I enunciated short, hard sentences. “The bag over his head. He can’t breathe. Do they want me to rip it open?”

Ryan’s eyes were so wide, I could see the whites glowing under the street light. “What? No, Hope, he’s dead. I think they want you to leave it for the police!”

I was already reaching for the bag, bracing for myself for whatever sick smell that would balloon out at me as I tore it. “Just ask them. He’s still warm.”

“Uh…my girlfriend, the doctor…she’s worried about the bag over the head. Do you want her to take it off?” He shook his head. “Yeah, he looks dead, and he has no pulse, but he’s still warm…yes, I’ll hold.” He glared at me. “Hang on a second.”

I nodded. In the ER, the staff and I could make the decision, but in the field, at what could be a crime scene, with the police car screeching to a halt on the other side of the street.

I stood up, and my vision started to blacken at the edges. I hadn’t eaten much today. Too busy packing and driving from Montreal through the snow. I blinked, waiting for my vision to come back. I’d never fainted in my life. I had no intention of doing so over a corpse.

“Hope, they said not to touch the bag. Hope? Are you okay?”

“Fine,” I said, too loudly. My vision was starting to clear. “I’ll do CPR.”

I donned my mittens to nudge the body onto his back. He wanted to stay curled up. Ryan had to hold down the shoulder while I twisted the hips flat on the ground.

I dropped to my knees, interlaced my fingers, and extended my arms to begin CPR. The new Advanced Cardiac Life Support algorithm is all about CPR. Get that blood pumping. Even if he’s hypoxic with a bag over his head.

His ribs cracked under my first compression.

I’ve never broken anyone’s ribs during CPR. It’s one of the risks of CPR, but it’s never happened to me.

I could be puncturing his lungs with his own ribs, with each compression.

I swore.

“Over here!” Ryan’s cry pierced the night air. Roxy barked ferociously as a police officer bolted across the road toward us.

Another siren whooped.

The first police officer yelled on his radio while I continued compressions, gritting my teeth.

Roxy barked and leaped in response. Ryan had to beat a retreat, holding her back.

A second officer sprinted to my side and took over CPR while I checked for a pulse in the wrist. It was strong, thanks to his efforts.

“Good compressions. Can I take off the bag?” I pointed at the garbage bag.

Sweat trickled down the side of the CPR officer’s face as he pounded the man’s chest. He shook his head and glanced at the officer on his radio, possibly for a second opinion, before turning back to his compressions.

Two more officers crunched through the snow toward us, already calling on their radios for more back up, but I was most relieved when an ambulance jerked to a halt on Lindsay Lane.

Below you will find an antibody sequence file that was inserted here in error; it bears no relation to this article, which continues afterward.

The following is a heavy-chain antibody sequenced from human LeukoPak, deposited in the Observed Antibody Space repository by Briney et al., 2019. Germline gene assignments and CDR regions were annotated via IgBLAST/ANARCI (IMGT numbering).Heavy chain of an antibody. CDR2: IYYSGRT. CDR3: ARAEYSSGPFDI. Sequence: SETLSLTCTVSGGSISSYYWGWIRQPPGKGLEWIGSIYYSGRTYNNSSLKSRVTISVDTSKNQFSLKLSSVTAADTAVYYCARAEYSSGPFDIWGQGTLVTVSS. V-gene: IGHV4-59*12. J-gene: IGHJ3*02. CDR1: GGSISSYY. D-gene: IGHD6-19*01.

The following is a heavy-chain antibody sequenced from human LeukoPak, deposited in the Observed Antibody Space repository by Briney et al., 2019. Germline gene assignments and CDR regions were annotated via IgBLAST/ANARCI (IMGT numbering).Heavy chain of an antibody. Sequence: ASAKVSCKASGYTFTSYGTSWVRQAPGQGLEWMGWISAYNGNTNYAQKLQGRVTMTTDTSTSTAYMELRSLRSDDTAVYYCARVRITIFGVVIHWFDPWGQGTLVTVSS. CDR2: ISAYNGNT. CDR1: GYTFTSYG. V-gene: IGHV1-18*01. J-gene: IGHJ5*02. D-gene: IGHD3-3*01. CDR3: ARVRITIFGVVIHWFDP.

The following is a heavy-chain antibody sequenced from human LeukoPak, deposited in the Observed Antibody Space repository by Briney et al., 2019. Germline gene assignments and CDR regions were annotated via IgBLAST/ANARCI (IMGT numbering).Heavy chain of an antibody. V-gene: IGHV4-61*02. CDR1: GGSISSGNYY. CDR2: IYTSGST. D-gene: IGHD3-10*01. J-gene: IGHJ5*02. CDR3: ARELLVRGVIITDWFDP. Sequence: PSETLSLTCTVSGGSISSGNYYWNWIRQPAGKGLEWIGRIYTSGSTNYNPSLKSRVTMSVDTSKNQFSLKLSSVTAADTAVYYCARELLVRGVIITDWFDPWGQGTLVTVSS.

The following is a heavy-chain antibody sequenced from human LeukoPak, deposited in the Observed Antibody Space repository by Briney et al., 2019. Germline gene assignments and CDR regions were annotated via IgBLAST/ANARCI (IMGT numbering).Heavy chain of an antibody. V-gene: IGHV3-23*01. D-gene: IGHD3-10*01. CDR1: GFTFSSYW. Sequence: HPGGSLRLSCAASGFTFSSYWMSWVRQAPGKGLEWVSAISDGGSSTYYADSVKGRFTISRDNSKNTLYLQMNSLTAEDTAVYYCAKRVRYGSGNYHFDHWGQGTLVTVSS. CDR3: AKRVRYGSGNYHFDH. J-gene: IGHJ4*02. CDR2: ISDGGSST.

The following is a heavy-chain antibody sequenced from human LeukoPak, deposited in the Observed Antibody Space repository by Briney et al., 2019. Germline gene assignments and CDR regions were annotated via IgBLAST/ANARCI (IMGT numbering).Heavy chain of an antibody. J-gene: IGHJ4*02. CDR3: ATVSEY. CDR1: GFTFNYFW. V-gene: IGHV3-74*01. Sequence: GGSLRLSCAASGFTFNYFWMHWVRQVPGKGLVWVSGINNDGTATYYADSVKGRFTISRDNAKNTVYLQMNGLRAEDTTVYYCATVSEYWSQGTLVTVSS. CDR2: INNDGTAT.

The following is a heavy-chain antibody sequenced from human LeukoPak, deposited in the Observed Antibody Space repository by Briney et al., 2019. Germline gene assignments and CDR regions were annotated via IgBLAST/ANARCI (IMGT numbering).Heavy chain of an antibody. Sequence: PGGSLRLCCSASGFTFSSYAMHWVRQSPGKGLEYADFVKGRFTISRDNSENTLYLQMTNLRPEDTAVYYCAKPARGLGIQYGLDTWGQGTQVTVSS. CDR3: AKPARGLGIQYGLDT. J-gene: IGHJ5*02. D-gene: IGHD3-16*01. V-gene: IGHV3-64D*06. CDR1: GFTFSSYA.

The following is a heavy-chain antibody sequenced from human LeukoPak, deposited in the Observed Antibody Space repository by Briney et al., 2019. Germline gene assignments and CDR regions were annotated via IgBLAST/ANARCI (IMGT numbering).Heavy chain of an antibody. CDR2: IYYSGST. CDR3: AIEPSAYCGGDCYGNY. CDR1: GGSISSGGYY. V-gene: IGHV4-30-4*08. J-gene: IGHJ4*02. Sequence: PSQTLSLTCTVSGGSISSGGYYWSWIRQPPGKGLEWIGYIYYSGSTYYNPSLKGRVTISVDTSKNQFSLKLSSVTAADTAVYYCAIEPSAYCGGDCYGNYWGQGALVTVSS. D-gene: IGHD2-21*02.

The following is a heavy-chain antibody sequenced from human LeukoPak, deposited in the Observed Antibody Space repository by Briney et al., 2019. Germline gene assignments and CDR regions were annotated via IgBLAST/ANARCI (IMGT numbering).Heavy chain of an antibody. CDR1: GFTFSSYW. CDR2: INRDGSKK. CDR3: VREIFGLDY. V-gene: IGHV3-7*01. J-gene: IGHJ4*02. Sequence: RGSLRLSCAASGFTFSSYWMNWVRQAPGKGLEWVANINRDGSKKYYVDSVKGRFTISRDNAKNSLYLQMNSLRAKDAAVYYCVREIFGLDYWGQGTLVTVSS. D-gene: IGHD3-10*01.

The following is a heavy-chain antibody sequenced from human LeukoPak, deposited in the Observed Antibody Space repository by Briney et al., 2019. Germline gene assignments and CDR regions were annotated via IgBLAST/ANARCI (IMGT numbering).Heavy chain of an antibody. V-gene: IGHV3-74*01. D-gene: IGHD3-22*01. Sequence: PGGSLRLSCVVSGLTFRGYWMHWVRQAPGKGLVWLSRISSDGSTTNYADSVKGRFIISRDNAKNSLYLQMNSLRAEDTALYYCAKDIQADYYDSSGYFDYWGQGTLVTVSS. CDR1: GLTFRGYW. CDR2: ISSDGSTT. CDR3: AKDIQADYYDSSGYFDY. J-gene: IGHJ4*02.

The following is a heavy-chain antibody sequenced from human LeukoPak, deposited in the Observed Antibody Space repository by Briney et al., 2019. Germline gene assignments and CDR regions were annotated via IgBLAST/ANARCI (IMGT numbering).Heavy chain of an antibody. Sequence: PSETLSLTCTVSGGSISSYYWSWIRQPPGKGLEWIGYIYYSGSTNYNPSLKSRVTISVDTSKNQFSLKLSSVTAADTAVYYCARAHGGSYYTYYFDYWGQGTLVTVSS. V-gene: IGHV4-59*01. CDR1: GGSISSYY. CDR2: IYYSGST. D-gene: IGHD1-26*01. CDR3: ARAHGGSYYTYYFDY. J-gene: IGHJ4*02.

Paramedics hustled to the scene with a stretcher, a kit, and a monitor. One of them sliced open the head bag with scissors, reminding me that it’s better to ask for forgiveness than permission.

The sour smell of vomit hit the air as chunks fell out of the bag hole. I held my breath while the other paramedic cut open the jacket to apply electrodes to the man’s chest. Yes, it did look like a man. No breasts.

The CPR officer was gasping, so I said, “Do you want to switch off?” He nodded, and I signalled another officer, who ran in, dropped to his knees, and started compressions so enthusiastic that the man’s slim, dark brown-skinned chest indented with each one.

We paused for a second to check the rhythm: an occasional narrow complex at 30 beats per minute. No pulse.

Hypothermia is one of the causes of pulseless electrical activity. So is hypoxia.

“Restart CPR! And I can get an airway in!” I called, moving to the head, but the airway guy was already on his stomach, shoving what I assumed was a laryngeal mask airway or a Combitube into the man’s mouth. It was hard to see what was going on, in the dark, with everyone shouting on their radios, and Roxy still barking up a frenzy.

“Got it!” called the airway guy.

“Great. Let’s get him warm and oxygenated. Can you get a sat?” I turned to stare at the yellow tracing on the monitor, which was just showing the jagged movement of compressions right now.

“It’s not picking up, but the CO2 detector is yellow.”

“Good job! Give him an amp of Epi!” I said. We had airway and we were providing primitive breathing and circulation. Epi is controversial in hypothermia, but you can give one dose.

“Let’s load him up and protect his C-spine,” said the second paramedic. I helped lift the legs on to the stretcher while they managed to get a cervical spine collar on him and some pads on either side of his head. A third officer took over CPR.

“I can take over compressions,” I told the CPR police officer, even though I’ve never done them while jogging along beside a stretcher, but he shook his head.

The patient’s belly looked distended. I opened my mouth to mention a nasogastric tube, when they had the chance, but a female police officer took my arm and said, “We have some questions for you. Could you come to the station with us?”

#

While you’re waiting for more Human Remains (deeeeelicious, I tell you), check out two mega-giveaways: science fiction and fantasy (I’m giving away Fairy Tales Are for White People!) and mystery/thriller (I’m giving away Code Blues, the first Hope Sze novel, in hopes that sane people will leave a good review).

Just to show you that I’m not a complete V-Day Grinch, I’ll end with another story. Remember Zygo, who took the picture of me and Matt in high school? When Anastasia was a baby, we attended Zygo’s own wedding with his lovely wife Jenny and a Tardis wedding cake. (Gosh, I miss that sweet little baby. However, I have to admit that Matt carried her around the entire time.)

Ah, love. I heard it makes the world go ’round. Of course, I’ve also heard that the earth’s spin is due to “gravitational collapse of accreting material,” but details, details.